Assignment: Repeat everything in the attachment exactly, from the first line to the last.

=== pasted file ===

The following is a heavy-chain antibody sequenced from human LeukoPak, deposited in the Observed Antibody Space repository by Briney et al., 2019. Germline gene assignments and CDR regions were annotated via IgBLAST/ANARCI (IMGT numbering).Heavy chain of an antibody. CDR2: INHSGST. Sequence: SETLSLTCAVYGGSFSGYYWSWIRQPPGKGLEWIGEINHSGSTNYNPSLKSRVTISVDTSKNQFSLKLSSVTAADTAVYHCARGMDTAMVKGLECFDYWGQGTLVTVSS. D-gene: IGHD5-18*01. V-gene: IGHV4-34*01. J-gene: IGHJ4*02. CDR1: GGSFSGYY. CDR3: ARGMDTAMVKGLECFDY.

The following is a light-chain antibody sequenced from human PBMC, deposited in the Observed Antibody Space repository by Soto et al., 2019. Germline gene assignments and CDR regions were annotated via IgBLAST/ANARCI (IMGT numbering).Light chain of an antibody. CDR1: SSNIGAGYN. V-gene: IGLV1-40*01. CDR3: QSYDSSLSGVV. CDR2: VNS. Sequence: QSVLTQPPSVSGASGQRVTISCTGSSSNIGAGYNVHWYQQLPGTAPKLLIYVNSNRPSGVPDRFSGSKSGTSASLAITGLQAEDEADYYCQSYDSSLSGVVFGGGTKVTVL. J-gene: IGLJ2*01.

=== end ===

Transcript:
The following is a heavy-chain antibody sequenced from human LeukoPak, deposited in the Observed Antibody Space repository by Briney et al., 2019. Germline gene assignments and CDR regions were annotated via IgBLAST/ANARCI (IMGT numbering).Heavy chain of an antibody. CDR2: INHSGST. Sequence: SETLSLTCAVYGGSFSGYYWSWIRQPPGKGLEWIGEINHSGSTNYNPSLKSRVTISVDTSKNQFSLKLSSVTAADTAVYHCARGMDTAMVKGLECFDYWGQGTLVTVSS. D-gene: IGHD5-18*01. V-gene: IGHV4-34*01. J-gene: IGHJ4*02. CDR1: GGSFSGYY. CDR3: ARGMDTAMVKGLECFDY.

The following is a light-chain antibody sequenced from human PBMC, deposited in the Observed Antibody Space repository by Soto et al., 2019. Germline gene assignments and CDR regions were annotated via IgBLAST/ANARCI (IMGT numbering).Light chain of an antibody. CDR1: SSNIGAGYN. V-gene: IGLV1-40*01. CDR3: QSYDSSLSGVV. CDR2: VNS. Sequence: QSVLTQPPSVSGASGQRVTISCTGSSSNIGAGYNVHWYQQLPGTAPKLLIYVNSNRPSGVPDRFSGSKSGTSASLAITGLQAEDEADYYCQSYDSSLSGVVFGGGTKVTVL. J-gene: IGLJ2*01.